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    It was quite "robust" as it had to lift a 4x8 steel frame deck with an actual dentists chair on it for the Dentist scene in "Little Shop..." The size of your motor has nothing to do with the number of people on it except while it is moving. If all you are moving is a bench and a small wood deck under it, perhaps a 1/2 hp would do. The motor size is dependent on the total weight to be lifted, the distance and the time. In fact, that is how a "Horse Power" is defined. In an effort to determine how much force early steam engines could produce, ( for pumping out mine water in the early 1700's, steam boats and locomotives were still 100 years in the future) they were compared to draft horses. Later, James Watt determined that a horse could turn a mill wheel 144 times in an hour (or 2.4 times a minute). The wheel was 12 feet in radius; therefore, the horse traveled 2.4 × 2 pi × 12 feet in one minute. Watt judged that the horse could pull with a force of 180 pounds. So:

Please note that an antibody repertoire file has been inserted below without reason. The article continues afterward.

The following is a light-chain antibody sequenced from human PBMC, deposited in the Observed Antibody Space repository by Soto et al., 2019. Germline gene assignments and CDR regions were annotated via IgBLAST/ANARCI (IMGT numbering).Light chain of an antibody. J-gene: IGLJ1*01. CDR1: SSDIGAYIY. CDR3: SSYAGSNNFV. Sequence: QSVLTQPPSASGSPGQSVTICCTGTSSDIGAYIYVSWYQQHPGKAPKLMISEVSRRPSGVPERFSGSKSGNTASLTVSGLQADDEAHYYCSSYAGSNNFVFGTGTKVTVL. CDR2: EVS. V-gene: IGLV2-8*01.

power = work/time = force x distance/time = (180 ft-lbs)(2.4 x 2 pi x 12ft) / (1 minute) = 32,572 ft-lbs per min. This was rounded to an even 33,000 ft·lbf/min.
    One HP will lift 33,000 pounds, one foot in one minute.

    Today we have electricity to produce precisely measured units of power and Horsepower (HP) is the name of several units of measurement of power. The most common definitions equal between 735.5 and 750 watts.[1] Horsepower was originally defined to compare the output of steam engines with the power of draft horses. The unit was widely adopted to measure the output of piston engines, turbines, electric motors, and other machinery. The definition of the unit varied between geographical regions. Most countries now use the SI unit watt for measurement of power. With the implementation of the EU Directive 80/181/EEC on January 1, 2010, the use of horsepower in the EU is only permitted as supplementary unit. The mechanical horsepower, also known as imperial horsepower, of exactly 550 foot-pounds per second is approximately equivalent to 745.7 watts.